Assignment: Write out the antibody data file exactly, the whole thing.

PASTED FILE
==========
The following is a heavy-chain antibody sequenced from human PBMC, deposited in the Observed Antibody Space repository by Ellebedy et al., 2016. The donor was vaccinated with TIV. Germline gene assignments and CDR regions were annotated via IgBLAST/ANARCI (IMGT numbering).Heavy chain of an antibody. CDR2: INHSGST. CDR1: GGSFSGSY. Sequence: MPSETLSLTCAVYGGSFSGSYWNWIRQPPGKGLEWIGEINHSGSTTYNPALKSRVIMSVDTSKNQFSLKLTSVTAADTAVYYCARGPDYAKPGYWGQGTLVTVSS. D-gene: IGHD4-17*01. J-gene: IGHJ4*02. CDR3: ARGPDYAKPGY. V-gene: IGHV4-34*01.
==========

The following is a heavy-chain antibody sequenced from human PBMC, deposited in the Observed Antibody Space repository by Ellebedy et al., 2016. The donor was vaccinated with TIV. Germline gene assignments and CDR regions were annotated via IgBLAST/ANARCI (IMGT numbering).Heavy chain of an antibody. CDR2: INHSGST. CDR1: GGSFSGSY. Sequence: MPSETLSLTCAVYGGSFSGSYWNWIRQPPGKGLEWIGEINHSGSTTYNPALKSRVIMSVDTSKNQFSLKLTSVTAADTAVYYCARGPDYAKPGYWGQGTLVTVSS. D-gene: IGHD4-17*01. J-gene: IGHJ4*02. CDR3: ARGPDYAKPGY. V-gene: IGHV4-34*01.